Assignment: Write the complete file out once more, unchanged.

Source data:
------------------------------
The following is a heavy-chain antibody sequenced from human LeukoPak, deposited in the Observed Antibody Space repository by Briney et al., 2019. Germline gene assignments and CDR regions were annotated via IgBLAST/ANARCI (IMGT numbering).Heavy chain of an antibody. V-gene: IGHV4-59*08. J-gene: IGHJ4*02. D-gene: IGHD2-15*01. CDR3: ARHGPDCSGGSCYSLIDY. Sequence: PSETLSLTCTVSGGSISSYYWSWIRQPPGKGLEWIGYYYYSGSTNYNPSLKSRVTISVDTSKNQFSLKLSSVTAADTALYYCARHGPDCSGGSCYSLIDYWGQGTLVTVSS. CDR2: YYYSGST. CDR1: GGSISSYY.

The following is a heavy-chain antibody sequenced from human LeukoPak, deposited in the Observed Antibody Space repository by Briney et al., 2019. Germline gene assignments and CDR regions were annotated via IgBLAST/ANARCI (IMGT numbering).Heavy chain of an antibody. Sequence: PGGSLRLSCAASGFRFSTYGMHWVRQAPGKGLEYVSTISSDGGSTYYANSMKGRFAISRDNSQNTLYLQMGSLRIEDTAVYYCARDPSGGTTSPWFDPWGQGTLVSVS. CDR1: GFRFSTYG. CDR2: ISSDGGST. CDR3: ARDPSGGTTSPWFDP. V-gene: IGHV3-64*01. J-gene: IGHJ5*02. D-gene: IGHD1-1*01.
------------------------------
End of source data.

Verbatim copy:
The following is a heavy-chain antibody sequenced from human LeukoPak, deposited in the Observed Antibody Space repository by Briney et al., 2019. Germline gene assignments and CDR regions were annotated via IgBLAST/ANARCI (IMGT numbering).Heavy chain of an antibody. V-gene: IGHV4-59*08. J-gene: IGHJ4*02. D-gene: IGHD2-15*01. CDR3: ARHGPDCSGGSCYSLIDY. Sequence: PSETLSLTCTVSGGSISSYYWSWIRQPPGKGLEWIGYYYYSGSTNYNPSLKSRVTISVDTSKNQFSLKLSSVTAADTALYYCARHGPDCSGGSCYSLIDYWGQGTLVTVSS. CDR2: YYYSGST. CDR1: GGSISSYY.

The following is a heavy-chain antibody sequenced from human LeukoPak, deposited in the Observed Antibody Space repository by Briney et al., 2019. Germline gene assignments and CDR regions were annotated via IgBLAST/ANARCI (IMGT numbering).Heavy chain of an antibody. Sequence: PGGSLRLSCAASGFRFSTYGMHWVRQAPGKGLEYVSTISSDGGSTYYANSMKGRFAISRDNSQNTLYLQMGSLRIEDTAVYYCARDPSGGTTSPWFDPWGQGTLVSVS. CDR1: GFRFSTYG. CDR2: ISSDGGST. CDR3: ARDPSGGTTSPWFDP. V-gene: IGHV3-64*01. J-gene: IGHJ5*02. D-gene: IGHD1-1*01.